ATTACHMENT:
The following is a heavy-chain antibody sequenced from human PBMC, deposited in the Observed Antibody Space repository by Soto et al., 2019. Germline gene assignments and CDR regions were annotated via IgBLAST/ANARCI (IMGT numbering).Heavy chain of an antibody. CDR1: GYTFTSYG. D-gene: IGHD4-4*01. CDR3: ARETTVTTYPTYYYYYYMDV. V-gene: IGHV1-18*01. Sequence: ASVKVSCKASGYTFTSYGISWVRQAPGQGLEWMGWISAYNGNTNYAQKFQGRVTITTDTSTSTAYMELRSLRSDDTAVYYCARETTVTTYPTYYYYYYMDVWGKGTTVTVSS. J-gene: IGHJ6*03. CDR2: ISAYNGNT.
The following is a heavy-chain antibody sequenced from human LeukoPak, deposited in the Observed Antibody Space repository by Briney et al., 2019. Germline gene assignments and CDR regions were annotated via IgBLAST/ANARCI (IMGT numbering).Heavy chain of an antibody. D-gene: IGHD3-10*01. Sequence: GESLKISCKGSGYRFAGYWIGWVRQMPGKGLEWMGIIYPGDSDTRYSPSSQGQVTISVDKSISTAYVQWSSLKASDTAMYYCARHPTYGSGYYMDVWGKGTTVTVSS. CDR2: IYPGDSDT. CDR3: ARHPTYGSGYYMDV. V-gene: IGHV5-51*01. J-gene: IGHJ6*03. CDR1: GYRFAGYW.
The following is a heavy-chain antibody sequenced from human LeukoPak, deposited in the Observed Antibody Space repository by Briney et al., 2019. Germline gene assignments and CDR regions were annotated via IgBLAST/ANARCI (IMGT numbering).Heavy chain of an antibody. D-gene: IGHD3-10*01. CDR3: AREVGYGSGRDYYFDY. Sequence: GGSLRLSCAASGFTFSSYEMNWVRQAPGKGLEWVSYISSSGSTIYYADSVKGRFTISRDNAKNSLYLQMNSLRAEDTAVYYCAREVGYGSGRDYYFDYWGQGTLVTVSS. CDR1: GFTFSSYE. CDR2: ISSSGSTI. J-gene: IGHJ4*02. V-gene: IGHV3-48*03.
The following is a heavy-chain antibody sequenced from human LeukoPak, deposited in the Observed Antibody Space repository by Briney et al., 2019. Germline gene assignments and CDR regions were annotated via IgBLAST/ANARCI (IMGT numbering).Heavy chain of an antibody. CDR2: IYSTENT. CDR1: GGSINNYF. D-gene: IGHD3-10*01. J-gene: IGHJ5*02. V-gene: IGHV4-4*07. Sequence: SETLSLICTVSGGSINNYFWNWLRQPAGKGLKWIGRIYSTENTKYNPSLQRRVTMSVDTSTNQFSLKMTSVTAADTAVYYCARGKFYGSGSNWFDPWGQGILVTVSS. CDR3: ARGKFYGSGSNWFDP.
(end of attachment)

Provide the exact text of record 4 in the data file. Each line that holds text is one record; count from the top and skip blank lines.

The following is a heavy-chain antibody sequenced from human LeukoPak, deposited in the Observed Antibody Space repository by Briney et al., 2019. Germline gene assignments and CDR regions were annotated via IgBLAST/ANARCI (IMGT numbering).Heavy chain of an antibody. CDR2: IYSTENT. CDR1: GGSINNYF. D-gene: IGHD3-10*01. J-gene: IGHJ5*02. V-gene: IGHV4-4*07. Sequence: SETLSLICTVSGGSINNYFWNWLRQPAGKGLKWIGRIYSTENTKYNPSLQRRVTMSVDTSTNQFSLKMTSVTAADTAVYYCARGKFYGSGSNWFDPWGQGILVTVSS. CDR3: ARGKFYGSGSNWFDP.